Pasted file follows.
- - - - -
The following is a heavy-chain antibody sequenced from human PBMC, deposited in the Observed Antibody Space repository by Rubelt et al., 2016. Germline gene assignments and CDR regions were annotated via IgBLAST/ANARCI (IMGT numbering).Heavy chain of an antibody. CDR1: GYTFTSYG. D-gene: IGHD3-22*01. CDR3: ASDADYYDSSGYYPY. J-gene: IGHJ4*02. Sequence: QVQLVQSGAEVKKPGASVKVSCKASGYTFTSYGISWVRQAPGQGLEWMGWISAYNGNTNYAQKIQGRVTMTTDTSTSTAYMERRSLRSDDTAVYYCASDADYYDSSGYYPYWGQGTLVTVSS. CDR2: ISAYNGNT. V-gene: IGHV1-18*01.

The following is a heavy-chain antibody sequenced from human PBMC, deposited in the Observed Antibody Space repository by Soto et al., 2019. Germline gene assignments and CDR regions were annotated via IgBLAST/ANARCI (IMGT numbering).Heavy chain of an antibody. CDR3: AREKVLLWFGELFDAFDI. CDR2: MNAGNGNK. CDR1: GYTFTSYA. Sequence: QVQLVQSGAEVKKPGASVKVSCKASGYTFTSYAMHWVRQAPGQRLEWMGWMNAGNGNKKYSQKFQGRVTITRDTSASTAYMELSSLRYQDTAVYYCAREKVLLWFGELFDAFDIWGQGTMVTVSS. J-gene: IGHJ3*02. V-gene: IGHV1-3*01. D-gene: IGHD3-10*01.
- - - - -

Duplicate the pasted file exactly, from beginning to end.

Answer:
The following is a heavy-chain antibody sequenced from human PBMC, deposited in the Observed Antibody Space repository by Rubelt et al., 2016. Germline gene assignments and CDR regions were annotated via IgBLAST/ANARCI (IMGT numbering).Heavy chain of an antibody. CDR1: GYTFTSYG. D-gene: IGHD3-22*01. CDR3: ASDADYYDSSGYYPY. J-gene: IGHJ4*02. Sequence: QVQLVQSGAEVKKPGASVKVSCKASGYTFTSYGISWVRQAPGQGLEWMGWISAYNGNTNYAQKIQGRVTMTTDTSTSTAYMERRSLRSDDTAVYYCASDADYYDSSGYYPYWGQGTLVTVSS. CDR2: ISAYNGNT. V-gene: IGHV1-18*01.

The following is a heavy-chain antibody sequenced from human PBMC, deposited in the Observed Antibody Space repository by Soto et al., 2019. Germline gene assignments and CDR regions were annotated via IgBLAST/ANARCI (IMGT numbering).Heavy chain of an antibody. CDR3: AREKVLLWFGELFDAFDI. CDR2: MNAGNGNK. CDR1: GYTFTSYA. Sequence: QVQLVQSGAEVKKPGASVKVSCKASGYTFTSYAMHWVRQAPGQRLEWMGWMNAGNGNKKYSQKFQGRVTITRDTSASTAYMELSSLRYQDTAVYYCAREKVLLWFGELFDAFDIWGQGTMVTVSS. J-gene: IGHJ3*02. V-gene: IGHV1-3*01. D-gene: IGHD3-10*01.